Just who was Sanger directing her Birth Control Pill advocacy towards? Her description is below
“I consider that the world and almost our civilization for the next twenty-five years, is going to depend upon a simple, cheap, safe contraceptive to be used in poverty stricken slums, jungles, and among the most ignorant people,” Sanger wrote in 1950, “Even this will not be sufficient, because I believe that now, immediately, there should be national sterilization for certain dysgenic types of our population who are being encouraged to breed and would die out were the government not feeding them.”
To further complicate Stone’s assumption of Sanger as a purveyor of “social good” the Planned Parenthood founder was also a racist:
This is what Sanger wrote in her autobiography, “I accepted an invitation to talk to the women’s branch of the Ku Klux Klan…I saw through the door dim figures parading with banners and illuminated crosses…I was escorted to the platform, was introduced, and began to speak…In the end, through simple illustrations I believed I had accomplished my purpose. A dozen invitations to speak to similar groups were proffered.” (Source: Margaret Sanger: An Autobiography, P.366 and Maafa21. )
In her article, Stone makes a reference to Government funded birth control in ObamaCare accusing those who opposed it of labeling women, promiscuous or lazy or selfish, unwilling to host a blessing from the Lord:
“A woman’s desire for birth control is, even today, regarded suspiciously, as was seen in public discussions around the birth control provisions of the Affordable Care Act — as if women desiring birth control were promiscuous or lazy or selfish, unwilling to host a blessing from the Lord, which children certainly are. But those of us who live privileged lives — relative to the urban poor of a hundred years ago, and relative to the millions of women in the majority world — are not always able to appreciate what access to birth control meant, and means, in these times and places,” Stone writes.
Well, Ms. Stone, are you not aware that many chemicals now labeled contraceptive are, in fact, abortive and that is one of the main oppositions to the government mandate?
But, since Ms. Stone is interested in Margaret Sanger’s view on all of this, allow me to give it.
“I just don’t see how we can control the birth rate until we get the government to agree that this is something which should be taken seriously. Other countries feel that if our government is against it, it must be bad. Americans would be much more acceptable when they go abroad to work on the problem if we get our government to approve it- perhaps under some such term as population control,” Sanger stated.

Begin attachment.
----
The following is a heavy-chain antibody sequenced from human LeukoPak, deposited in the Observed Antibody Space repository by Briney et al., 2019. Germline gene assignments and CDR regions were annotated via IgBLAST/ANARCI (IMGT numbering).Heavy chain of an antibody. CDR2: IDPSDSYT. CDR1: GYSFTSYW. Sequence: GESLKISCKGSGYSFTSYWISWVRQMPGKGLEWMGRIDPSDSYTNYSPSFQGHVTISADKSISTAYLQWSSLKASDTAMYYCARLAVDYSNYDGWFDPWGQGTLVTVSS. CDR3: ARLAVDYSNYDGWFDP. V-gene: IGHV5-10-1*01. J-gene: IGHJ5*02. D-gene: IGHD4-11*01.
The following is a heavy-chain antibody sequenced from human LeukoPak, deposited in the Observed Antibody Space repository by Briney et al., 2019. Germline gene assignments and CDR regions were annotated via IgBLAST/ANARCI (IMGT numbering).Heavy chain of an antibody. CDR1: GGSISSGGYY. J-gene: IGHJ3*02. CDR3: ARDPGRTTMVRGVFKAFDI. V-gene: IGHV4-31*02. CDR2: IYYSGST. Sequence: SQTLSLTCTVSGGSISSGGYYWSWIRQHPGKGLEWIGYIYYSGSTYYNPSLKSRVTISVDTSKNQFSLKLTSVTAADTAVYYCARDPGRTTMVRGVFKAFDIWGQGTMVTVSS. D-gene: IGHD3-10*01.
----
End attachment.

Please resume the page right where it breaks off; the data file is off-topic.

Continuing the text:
If Stone wants to advocate for contraception, that is one thing, but for her to try and convince the world that Sanger’s motives were compassionate, that is a completely different story.
For more on this controversy, read the following posts by others:
Christianity Today Mag Wants to Reconsider Margaret Sanger By Ignoring History, by Ryan Bomberger.
Christian blog says Margaret Sanger contraception agenda was good, by Life Dynamics, producer of the film on Sanger, Maafa21.
Bizarre Christianity Today Article Whitewashes Planned Parenthood’s Sanger, by the Institute on Religion and Democracy.
After all the controversy, Amy Julia Becker, whose Christian Post Blog Stone was writing for, gave her explanation as to why she published the piece:
“The purpose of the post was to draw attention to the number of women, children, and unborn babies who die in countries without access to contraception, she writes.
Rather, an Internet maelstrom of comments on Stone’s original post and hundreds of tweets ensued, all in response to the way Stone depicted Margaret Sanger, founder of what is now the organization Planned Parenthood. These concerns center on Sanger’s deplorable eugenic positions and racism. As the mother of a child with Down syndrome; as someone who has advocated again and again for the value of every human life; as someone who has curated series about abortion, prenatal testing, and racial reconciliation in the church—I care deeply about rooting out any eugenic tendencies in our current context. I care deeply about exposing and confessing racism and working together toward reconciliation.
So I pay attention when writers and Christians like Timothy Dalrymple offer this critique of the post (in the comments section):
I hope you can make this argument more powerfully and more effectively in future by not making it seem as though one must accept or pseudo-accept Sanger in order to agree.
Amy Julia Becker said she will continue her contraception conversation from those opposed and those in favor, but, I get the feeling she will leave Sanger out of that conversation- we shall see.